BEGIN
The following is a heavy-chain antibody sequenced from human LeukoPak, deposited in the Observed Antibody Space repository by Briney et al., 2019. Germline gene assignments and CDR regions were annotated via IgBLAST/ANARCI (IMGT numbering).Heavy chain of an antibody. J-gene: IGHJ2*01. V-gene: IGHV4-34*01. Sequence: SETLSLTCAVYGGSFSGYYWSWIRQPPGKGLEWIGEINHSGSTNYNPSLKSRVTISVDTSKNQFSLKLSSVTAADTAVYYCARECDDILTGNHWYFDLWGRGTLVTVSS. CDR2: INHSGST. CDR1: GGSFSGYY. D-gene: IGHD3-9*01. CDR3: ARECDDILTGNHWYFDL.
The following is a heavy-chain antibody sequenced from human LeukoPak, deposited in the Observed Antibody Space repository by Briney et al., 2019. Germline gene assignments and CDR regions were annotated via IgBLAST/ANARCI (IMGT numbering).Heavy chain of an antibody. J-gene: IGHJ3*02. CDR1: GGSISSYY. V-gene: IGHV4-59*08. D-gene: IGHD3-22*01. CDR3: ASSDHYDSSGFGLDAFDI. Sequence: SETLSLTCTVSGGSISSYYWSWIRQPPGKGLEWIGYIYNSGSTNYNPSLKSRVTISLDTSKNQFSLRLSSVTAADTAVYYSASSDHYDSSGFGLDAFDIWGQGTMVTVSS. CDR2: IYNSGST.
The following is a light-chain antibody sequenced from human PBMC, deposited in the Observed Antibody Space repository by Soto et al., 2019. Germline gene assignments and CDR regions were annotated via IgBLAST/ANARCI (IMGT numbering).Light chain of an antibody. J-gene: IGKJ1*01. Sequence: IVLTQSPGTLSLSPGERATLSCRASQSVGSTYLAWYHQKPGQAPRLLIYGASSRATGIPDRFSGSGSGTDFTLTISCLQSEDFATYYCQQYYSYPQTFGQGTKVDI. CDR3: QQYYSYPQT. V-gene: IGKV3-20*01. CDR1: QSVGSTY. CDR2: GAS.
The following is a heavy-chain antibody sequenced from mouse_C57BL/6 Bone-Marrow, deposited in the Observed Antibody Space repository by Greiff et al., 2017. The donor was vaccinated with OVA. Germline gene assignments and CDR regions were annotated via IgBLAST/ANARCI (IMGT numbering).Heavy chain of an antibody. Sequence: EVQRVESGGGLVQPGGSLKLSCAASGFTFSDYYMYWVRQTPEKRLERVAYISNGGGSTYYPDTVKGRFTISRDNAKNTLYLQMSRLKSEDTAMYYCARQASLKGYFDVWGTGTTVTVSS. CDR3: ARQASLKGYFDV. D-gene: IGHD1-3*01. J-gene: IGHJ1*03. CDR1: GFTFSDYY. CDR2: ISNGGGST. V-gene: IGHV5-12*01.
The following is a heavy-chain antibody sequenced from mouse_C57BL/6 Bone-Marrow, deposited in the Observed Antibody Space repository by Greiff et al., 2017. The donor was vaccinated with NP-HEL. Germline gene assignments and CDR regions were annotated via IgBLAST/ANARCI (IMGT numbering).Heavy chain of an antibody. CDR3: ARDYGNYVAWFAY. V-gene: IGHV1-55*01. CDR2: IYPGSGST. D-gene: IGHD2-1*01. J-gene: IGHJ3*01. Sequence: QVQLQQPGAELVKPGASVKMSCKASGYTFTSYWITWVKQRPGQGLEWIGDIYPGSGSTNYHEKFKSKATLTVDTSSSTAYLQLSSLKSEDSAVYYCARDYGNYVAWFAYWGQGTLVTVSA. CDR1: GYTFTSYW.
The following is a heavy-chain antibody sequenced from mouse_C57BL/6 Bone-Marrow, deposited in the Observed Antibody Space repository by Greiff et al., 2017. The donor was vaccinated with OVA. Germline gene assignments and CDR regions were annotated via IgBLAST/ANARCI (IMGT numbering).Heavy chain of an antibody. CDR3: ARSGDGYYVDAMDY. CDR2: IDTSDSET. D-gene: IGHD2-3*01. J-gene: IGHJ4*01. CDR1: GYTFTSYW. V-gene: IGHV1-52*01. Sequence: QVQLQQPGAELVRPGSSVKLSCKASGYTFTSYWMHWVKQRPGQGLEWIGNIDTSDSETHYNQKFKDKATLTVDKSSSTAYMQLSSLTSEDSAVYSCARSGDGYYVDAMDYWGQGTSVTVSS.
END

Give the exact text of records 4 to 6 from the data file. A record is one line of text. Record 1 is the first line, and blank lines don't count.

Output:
The following is a heavy-chain antibody sequenced from mouse_C57BL/6 Bone-Marrow, deposited in the Observed Antibody Space repository by Greiff et al., 2017. The donor was vaccinated with OVA. Germline gene assignments and CDR regions were annotated via IgBLAST/ANARCI (IMGT numbering).Heavy chain of an antibody. Sequence: EVQRVESGGGLVQPGGSLKLSCAASGFTFSDYYMYWVRQTPEKRLERVAYISNGGGSTYYPDTVKGRFTISRDNAKNTLYLQMSRLKSEDTAMYYCARQASLKGYFDVWGTGTTVTVSS. CDR3: ARQASLKGYFDV. D-gene: IGHD1-3*01. J-gene: IGHJ1*03. CDR1: GFTFSDYY. CDR2: ISNGGGST. V-gene: IGHV5-12*01.
The following is a heavy-chain antibody sequenced from mouse_C57BL/6 Bone-Marrow, deposited in the Observed Antibody Space repository by Greiff et al., 2017. The donor was vaccinated with NP-HEL. Germline gene assignments and CDR regions were annotated via IgBLAST/ANARCI (IMGT numbering).Heavy chain of an antibody. CDR3: ARDYGNYVAWFAY. V-gene: IGHV1-55*01. CDR2: IYPGSGST. D-gene: IGHD2-1*01. J-gene: IGHJ3*01. Sequence: QVQLQQPGAELVKPGASVKMSCKASGYTFTSYWITWVKQRPGQGLEWIGDIYPGSGSTNYHEKFKSKATLTVDTSSSTAYLQLSSLKSEDSAVYYCARDYGNYVAWFAYWGQGTLVTVSA. CDR1: GYTFTSYW.
The following is a heavy-chain antibody sequenced from mouse_C57BL/6 Bone-Marrow, deposited in the Observed Antibody Space repository by Greiff et al., 2017. The donor was vaccinated with OVA. Germline gene assignments and CDR regions were annotated via IgBLAST/ANARCI (IMGT numbering).Heavy chain of an antibody. CDR3: ARSGDGYYVDAMDY. CDR2: IDTSDSET. D-gene: IGHD2-3*01. J-gene: IGHJ4*01. CDR1: GYTFTSYW. V-gene: IGHV1-52*01. Sequence: QVQLQQPGAELVRPGSSVKLSCKASGYTFTSYWMHWVKQRPGQGLEWIGNIDTSDSETHYNQKFKDKATLTVDKSSSTAYMQLSSLTSEDSAVYSCARSGDGYYVDAMDYWGQGTSVTVSS.